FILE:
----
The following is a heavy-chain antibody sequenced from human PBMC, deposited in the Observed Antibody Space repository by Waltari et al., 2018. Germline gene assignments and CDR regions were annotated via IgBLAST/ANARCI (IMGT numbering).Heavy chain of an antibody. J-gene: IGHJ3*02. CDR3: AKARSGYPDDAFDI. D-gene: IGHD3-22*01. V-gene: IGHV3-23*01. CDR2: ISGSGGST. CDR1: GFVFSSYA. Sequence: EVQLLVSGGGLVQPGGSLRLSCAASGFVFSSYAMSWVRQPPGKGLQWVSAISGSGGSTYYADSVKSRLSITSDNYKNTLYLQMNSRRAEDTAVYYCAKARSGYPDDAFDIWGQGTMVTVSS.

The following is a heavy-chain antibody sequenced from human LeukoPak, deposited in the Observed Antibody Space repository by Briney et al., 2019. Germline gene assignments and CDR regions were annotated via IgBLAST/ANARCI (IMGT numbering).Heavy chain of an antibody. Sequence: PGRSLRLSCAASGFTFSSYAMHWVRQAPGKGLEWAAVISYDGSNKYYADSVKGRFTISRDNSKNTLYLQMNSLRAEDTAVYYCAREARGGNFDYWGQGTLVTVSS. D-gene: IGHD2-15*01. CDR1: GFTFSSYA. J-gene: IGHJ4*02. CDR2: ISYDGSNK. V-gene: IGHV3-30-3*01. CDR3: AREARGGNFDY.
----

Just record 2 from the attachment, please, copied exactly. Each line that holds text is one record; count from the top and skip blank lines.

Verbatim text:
The following is a heavy-chain antibody sequenced from human LeukoPak, deposited in the Observed Antibody Space repository by Briney et al., 2019. Germline gene assignments and CDR regions were annotated via IgBLAST/ANARCI (IMGT numbering).Heavy chain of an antibody. Sequence: PGRSLRLSCAASGFTFSSYAMHWVRQAPGKGLEWAAVISYDGSNKYYADSVKGRFTISRDNSKNTLYLQMNSLRAEDTAVYYCAREARGGNFDYWGQGTLVTVSS. D-gene: IGHD2-15*01. CDR1: GFTFSSYA. J-gene: IGHJ4*02. CDR2: ISYDGSNK. V-gene: IGHV3-30-3*01. CDR3: AREARGGNFDY.